Your mission, should you choose to accept it
Mission > Method > Motive.
I first decided that I had to work on my weight when I saw myself – and my waistline – on a family film. My middle age had definitely spread! I decided to ask my friend Steve who had recently lost a lot of weight for some advice. He had managed to lose 125 lbs slim down from 25st (~350lbs) to 16st (~225lbs) and was delighted with his new appearance. The answer it seemed, lay with a Slimming club, and strict adherence to their diet plan.
I figured that I needed to have a target, and a friend who was a professional cyclist suggested what that could look like. I hope this isn’t too much information, but his advice was that if you jump up and down and nothing moves (that shouldn’t) then you’re about right.
I knew what I needed to improve, and I was starting to move onto how I was supposed to improve.
“Your mission, should you choose to accept it …” So goes the opening to many a Mission Impossible. Well, now I knew my Mission, and next I needed to get settled on the Method.
I started out by following Steve’s example by joining a local slimming club that I could attend right after work. After getting started, although I achieved some initial wins (or in my case weight losses) the slimming club didn’t hold much excitement. I didn’t find the challenge of chatting about diets and menus how to avoid eating peanuts at parties, and the other topics of popular discussion at the club very engaging – but maybe that’s just me.
Instead, I spent the money on a gym membership near my work and started to get along for a regular lunchtime session. This particular gym was managed by an ex-professional Power Lifter, and he was very experienced in setting some great exercise routines, and now I had found something more exciting to focus on, and in addition to seeing some continued weight loss, I was also starting to see some muscle tone and definition emerging too.
The next thing that I embarked on was a tentative experiment with an occasional commute to work on a bicycle. This soon turned into a regular commute and before long I had sold my motorbike and started commuting regularly on my bicycle with a weekly mileage of around 100 miles. So, I had my Mission, and now I had my Method.
“The hallmark of excellence, the test of greatness, is consistency”
~ Jim Tressel
I knew that the next thing I would need to ensure that this journey would continue was to find a suitable Motive to consistently maintain my enthusiasm.
The motive showed up unexpectedly after I joined a local cycle race. It was a Mountain Bike race and was back in the day when this was a fairly new thing. Well, I managed to come in about halfway down in the field, and I was really quite encouraged by that. I also discovered a new friend who was about my age – I’ll call him Steve – who had recently started Mountain Bike racing too, and we finished in a very similar time so that was more encouragement.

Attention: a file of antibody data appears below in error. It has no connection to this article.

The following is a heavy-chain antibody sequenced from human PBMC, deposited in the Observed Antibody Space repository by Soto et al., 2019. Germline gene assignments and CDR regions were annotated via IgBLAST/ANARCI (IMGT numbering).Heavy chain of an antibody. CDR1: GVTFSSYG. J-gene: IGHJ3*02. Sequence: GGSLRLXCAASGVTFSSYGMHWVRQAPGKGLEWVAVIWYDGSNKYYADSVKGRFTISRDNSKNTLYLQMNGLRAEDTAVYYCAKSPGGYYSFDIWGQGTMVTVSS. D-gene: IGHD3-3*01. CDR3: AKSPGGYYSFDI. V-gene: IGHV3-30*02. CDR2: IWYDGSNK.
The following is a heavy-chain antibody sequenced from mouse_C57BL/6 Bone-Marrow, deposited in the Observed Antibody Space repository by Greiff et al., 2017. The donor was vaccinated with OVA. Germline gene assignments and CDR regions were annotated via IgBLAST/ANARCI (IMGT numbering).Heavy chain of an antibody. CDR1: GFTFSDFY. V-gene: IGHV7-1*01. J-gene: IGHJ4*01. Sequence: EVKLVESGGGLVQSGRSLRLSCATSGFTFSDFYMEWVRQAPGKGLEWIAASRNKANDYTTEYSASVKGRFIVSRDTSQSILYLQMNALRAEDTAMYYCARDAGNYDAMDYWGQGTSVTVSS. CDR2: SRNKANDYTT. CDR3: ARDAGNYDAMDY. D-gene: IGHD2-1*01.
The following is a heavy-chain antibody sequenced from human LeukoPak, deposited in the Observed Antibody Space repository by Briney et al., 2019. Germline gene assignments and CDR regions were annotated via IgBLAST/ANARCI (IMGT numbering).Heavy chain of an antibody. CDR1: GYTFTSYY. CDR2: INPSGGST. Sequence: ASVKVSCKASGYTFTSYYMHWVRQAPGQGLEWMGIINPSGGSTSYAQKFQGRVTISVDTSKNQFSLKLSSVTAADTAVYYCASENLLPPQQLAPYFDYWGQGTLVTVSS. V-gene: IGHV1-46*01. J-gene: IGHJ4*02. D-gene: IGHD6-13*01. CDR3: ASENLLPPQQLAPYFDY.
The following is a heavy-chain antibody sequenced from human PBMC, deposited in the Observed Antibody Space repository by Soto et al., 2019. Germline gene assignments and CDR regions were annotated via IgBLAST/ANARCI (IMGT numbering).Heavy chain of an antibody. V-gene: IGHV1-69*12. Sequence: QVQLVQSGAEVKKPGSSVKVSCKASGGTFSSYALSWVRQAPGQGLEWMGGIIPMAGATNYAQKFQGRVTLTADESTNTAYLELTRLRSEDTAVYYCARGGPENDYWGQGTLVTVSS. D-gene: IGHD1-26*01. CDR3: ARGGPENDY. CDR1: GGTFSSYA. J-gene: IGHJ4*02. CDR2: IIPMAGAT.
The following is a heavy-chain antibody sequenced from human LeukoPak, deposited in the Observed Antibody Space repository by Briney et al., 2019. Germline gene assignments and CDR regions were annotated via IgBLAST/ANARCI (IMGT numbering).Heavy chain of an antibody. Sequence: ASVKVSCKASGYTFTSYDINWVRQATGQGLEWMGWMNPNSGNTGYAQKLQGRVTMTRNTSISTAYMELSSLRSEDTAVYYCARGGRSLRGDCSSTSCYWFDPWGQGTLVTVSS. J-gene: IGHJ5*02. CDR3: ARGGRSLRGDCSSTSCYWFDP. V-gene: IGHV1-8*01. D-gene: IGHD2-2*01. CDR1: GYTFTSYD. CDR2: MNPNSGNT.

Before long I had purchased a new mountain bike – a Kona Explosive Pro – from my pro-cycling friend when he sold his bike off at the end of a season of racing. Steve and I were now meeting up every weekend with a bunch of other interested Mountain Bikers and we started getting along to races regularly together too.
“Motivation gets you going – discipline keeps you growing.”
~ John Maxwell
The final piece of the jigsaw came after I had been trying to find some information on how to become a better cyclist to improve my performance at the races. In this exploration, I seemed quite unable to find any suitably helpful advice, and in the end, the only source I could locate was the British Cycling Federation Cycling Coaching Course. This was back in the day when Chris Boardman and Graeme Obree were challenging each other for the hour record, and Peter Keen was coming to prominence as a Cycling Coach.
I discovered that I had come to cycling too late to do anything particularly spectacular as a competitive cyclist, but I thoroughly enjoyed getting fully engaged in my local cycling scene in mountain bike races, road races and time trials, posting a low 24 minutes in my 10 mile, and 65 minutes in my 25 mile Time Trials.
“You will never change your life until you change something you do daily.”
~ John Maxwell
In the end, I completed my coaching training and I was appointed as Cycling Coach to the cycling club I had joined and carried on to spend many a contented mile commuting, racing and coaching and with an annual mileage somewhere around 8,000 miles a year.
My Mission Impossible had been accepted, a Method adopted to achieve it, Motivation found to pursue it with self-Mastery to find the discipline to maintain the mission over the long term. What’s your Mission Impossible, what method and motive are you going to employ, and what self-mastery will be needed to help you to get there?
About Roger Fairhead
Roger is a Leadership specialist and uses the PRIZE Winning Leadership model to help leaders improve their effectiveness and that of their teams, through remote and on-site delivery of keynotes, group training events and individual coaching sessions.
He is the author of several books including "PRIZE Winning Leadership" and “Personal Productivity Planner”, a Chartered Engineer, a Fellow of the Institute of Leadership and Management and a Director of the Global Leadership Network UK with extensive experience in Project Management and Sales.
“He is articulate, tracks complex issues with ease and has an incredible gift for raising pearls of wisdom out of the murky depths of people and process.” His passion is to help people to learn effective leadership skills to lead their teams to capitalize on their strengths and passions to realize their dreams.
Roger also invests into the dreams of families in the world’s underserved communities to offer them small loans that empower them to invest in their future, to provide for their families and give back to their communities.